Dynamic interactions between cells and the extracellular matrix are essential in the regulation of a number of cellular processes including migration, adhesion, proliferation and differentiation. A variety of factors have been identified which modulate these interactions including transforming growth factor-β, platelet-derived growth factor and others. Insulin-like growth factors have been shown to regulate collagen production by heart fibroblasts; however, the effects of this growth factor on the interactions of heart fibroblasts with the extracellular matrix have not been examined. The present studies were carried out to determine the effects of IGF-I on the ability of fibroblasts to interact with the extracellular matrix and to begin to determine the mechanisms of this response. These experiments illustrate that IGF-I treatment results in increased migration, collagen reorganization and gel contraction by heart fibroblasts. IGF-I has been shown to activate both the mitogen-activated protein kinase and phophatidylinositol-3 kinase pathways in isolated cells. Experiments with pharmacological antagonists of these pathways indicate that the mitogen-activated protein kinase pathway is essential for IGF-I stimulated collagen gel contraction by fibroblasts. These studies illustrate that IGF-I modulates the ability of fibroblasts to interact with the collagen matrix and that activation of multiple signaling pathways by IGF-I may produce distinct downstream responses in these cells.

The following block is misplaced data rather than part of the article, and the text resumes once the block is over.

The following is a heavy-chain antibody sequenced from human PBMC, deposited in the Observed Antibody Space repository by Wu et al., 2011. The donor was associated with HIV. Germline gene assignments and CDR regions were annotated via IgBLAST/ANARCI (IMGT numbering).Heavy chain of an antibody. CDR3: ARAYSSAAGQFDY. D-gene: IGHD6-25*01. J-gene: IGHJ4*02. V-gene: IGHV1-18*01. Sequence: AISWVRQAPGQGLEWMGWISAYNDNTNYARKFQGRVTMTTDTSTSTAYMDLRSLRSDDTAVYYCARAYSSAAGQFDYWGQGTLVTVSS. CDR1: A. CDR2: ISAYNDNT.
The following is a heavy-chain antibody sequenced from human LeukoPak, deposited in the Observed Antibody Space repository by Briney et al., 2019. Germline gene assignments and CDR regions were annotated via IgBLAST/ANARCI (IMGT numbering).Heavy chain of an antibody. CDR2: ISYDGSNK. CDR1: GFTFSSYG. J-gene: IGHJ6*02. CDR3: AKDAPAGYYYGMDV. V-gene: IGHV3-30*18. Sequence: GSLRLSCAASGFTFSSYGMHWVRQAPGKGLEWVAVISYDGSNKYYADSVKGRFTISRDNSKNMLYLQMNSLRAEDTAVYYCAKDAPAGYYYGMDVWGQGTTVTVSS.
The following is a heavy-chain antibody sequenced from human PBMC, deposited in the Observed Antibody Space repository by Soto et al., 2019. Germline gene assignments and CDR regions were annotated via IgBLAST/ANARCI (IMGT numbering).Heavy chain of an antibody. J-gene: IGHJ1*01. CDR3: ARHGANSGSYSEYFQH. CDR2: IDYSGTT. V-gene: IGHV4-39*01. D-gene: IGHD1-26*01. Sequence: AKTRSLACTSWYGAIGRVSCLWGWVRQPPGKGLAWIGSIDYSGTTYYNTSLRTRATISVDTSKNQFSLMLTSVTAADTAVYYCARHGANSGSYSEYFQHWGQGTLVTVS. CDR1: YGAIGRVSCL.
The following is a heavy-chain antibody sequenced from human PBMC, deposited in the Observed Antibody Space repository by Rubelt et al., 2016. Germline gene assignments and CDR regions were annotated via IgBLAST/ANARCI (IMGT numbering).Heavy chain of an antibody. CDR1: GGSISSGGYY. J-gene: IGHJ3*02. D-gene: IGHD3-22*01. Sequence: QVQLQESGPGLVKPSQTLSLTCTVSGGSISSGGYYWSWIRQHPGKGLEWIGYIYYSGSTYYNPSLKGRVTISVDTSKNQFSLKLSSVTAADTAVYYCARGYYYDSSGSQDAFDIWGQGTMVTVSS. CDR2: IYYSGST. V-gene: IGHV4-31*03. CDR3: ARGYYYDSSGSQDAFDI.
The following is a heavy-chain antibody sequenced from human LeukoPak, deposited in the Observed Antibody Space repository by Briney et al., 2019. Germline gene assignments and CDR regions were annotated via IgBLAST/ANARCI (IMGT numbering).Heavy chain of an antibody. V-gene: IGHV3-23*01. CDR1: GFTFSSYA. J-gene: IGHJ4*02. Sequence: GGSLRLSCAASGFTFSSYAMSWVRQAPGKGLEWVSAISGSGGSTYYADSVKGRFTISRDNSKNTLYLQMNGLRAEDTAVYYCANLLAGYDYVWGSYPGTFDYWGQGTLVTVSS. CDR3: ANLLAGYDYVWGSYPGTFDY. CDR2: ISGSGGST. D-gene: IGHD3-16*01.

|Original language||English (US)|
|Number of pages||11|
|Journal||Cell Adhesion and Communication|
|State||Published - 2000|
- Collagen gel
ASJC Scopus subject areas
- Cell Biology